Since 1990, the United Nations Development Programme has been tracking the socioeconomic performance of nations using the Human Development Index (HDI), a composite indicator that measures education, health and living standards. In order to better understand the dynamics of health and well-being at the metropolitan level (rather than at the national level), LSE Cities has recalibrated available data for 129 urban areas. The map above shows how metropolitan regions perform in terms of health, indicating life expectancy figures where they are available, while the dataset on the facing page ranks the regions in order of performance across all three dimensions of development – health, education and wealth
Given that most publically available data on health is not based at the official municipal or metropolitan level, the new LSE Cities index has been calculated using ‘extended metropolitan regions’ (EMR) to ensure a degree of geographical comparability across the sample of metropolitan areas (see p. 14) and their available datasets. To compensate for regional imbalances, each metropolitan area has been compared to its country’s performance and ‘pegged’ against internationally comparable data at the national level. In relation to health scores, for example, most weight was given to life expectancy and infant mortality rate. When only one or neither of these was available, child immunisation rates or the number of doctors or hospital beds per person were taken into account. A full description of the methodology and data sources is available online.
The data suggests that almost all of the 129 metropolitan regions analysed outperform their national contexts. Only 19 under-perform in health, ten in education and 14 in wealth. Metropolitan regions tend to outperform their national contexts most in the wealth dimension, followed by education and then health, but there is a considerable range of performances across all dimensions. The table on the adjacent page reveals that many regions in the sample do not score equally well on all three dimensions. High-income Asian and West European areas achieve their highest scores in health – with Hong Kong at the top – while Sydney and North American areas tend to score higher in education and wealth than in health. Chinese and Indian metropolitan regions tend to score much lower in education than they do in either health or wealth, while this trend is reversed in Sub-Saharan Africa, where the large majority score lowest in health. These patterns indicate that the level of performance of metropolitan regions is tightly linked to the level of development and welfare regime of the nation in which they exist.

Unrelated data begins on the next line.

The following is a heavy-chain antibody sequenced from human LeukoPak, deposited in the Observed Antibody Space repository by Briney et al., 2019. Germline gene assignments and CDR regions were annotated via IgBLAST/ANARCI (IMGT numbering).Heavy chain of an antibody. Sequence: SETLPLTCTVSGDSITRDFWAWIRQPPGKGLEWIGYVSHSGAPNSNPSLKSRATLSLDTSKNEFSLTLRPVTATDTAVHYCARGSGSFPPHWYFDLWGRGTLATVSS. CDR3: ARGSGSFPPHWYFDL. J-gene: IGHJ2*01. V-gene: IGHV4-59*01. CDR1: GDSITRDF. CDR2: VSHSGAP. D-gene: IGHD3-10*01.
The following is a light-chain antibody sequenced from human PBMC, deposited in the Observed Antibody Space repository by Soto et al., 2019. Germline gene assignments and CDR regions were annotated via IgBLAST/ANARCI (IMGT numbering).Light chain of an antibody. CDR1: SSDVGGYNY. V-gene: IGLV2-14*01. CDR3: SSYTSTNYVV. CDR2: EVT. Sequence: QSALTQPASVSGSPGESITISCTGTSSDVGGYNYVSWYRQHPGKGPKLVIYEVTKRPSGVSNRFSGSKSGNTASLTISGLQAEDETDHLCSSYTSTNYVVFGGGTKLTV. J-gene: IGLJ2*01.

The map demonstrates how high-income Asian regions do better than all others (with a score of 0.87 out of 1 on average), while West European areas and Sydney come second (0.81), followed by their North American counterparts (0.76). Eastern European and Mexican metropolitan regions share a score of 0.65 on average, while those in China (0.61) score marginally higher than their South American peers (0.60). The lower end of the distribution is made up of North African and Middle-Eastern city regions (0.57 on average), South East Asia (0.55), South Asia cities (0.49) and, trailing even further behind, those in Sub-Saharan Africa (0.27).
Despite these strong regional patterns, the data suggests that metropolitan regions with significantly different health scores exist in very close proximity to each other. The largest gap is in South America, between Santiago in Chile (0.76) and Bolivia’s La Paz (0.47), followed by the difference between the high-scoring Hong Kong (0.88) and Singapore (0.86) and their respective neighbours, South Guangdong in mainland China (0.60) and Jakarta in Indonesia (0.58). Within the European continent there are wide discrepancies, with Stockholm in Sweden performing very well at 0.85 while Moscow in nearby Russia falls to 0.60, and relatively close cities like Athens and Istanbul score respectively 0.77 and 0.57. In Asia, even though Ho Chi Minh City in Vietnam and Phnom Penh in Cambodia are only just over 200 kilometres (124 miles) apart, there is a substantial score difference of 0.22. Major variations also exist at the lower end of the scale in Africa, where Dar es Salaam in Tanzania fares twice as well as Lusaka in Zambia (0.36 versus 0.18) , while India’s Chennai’s outperforms Faisalabad in Pakistan, with a score of 0.57 compared to 0.41.
The performance of a number of selected case studies is discussed in detail overleaf.
Sources: UN Development Programme (2011). Human Development Report Database. [hdr.undp.org/en/statistics/data/] UN Population Division (2011). World Population Prospects: The 2010 Revision Population Database. [esa.un.org/wpp]. Various international, regional and national statistical sources were used to calculate the Extended Metropolitan Region health, education and wealth indices. A full list is available at urban-age.net. The population of the Extended Metropolitan Regions were based on national statistical sources and the UN World Urbanisation Prospects, 2009 Revision.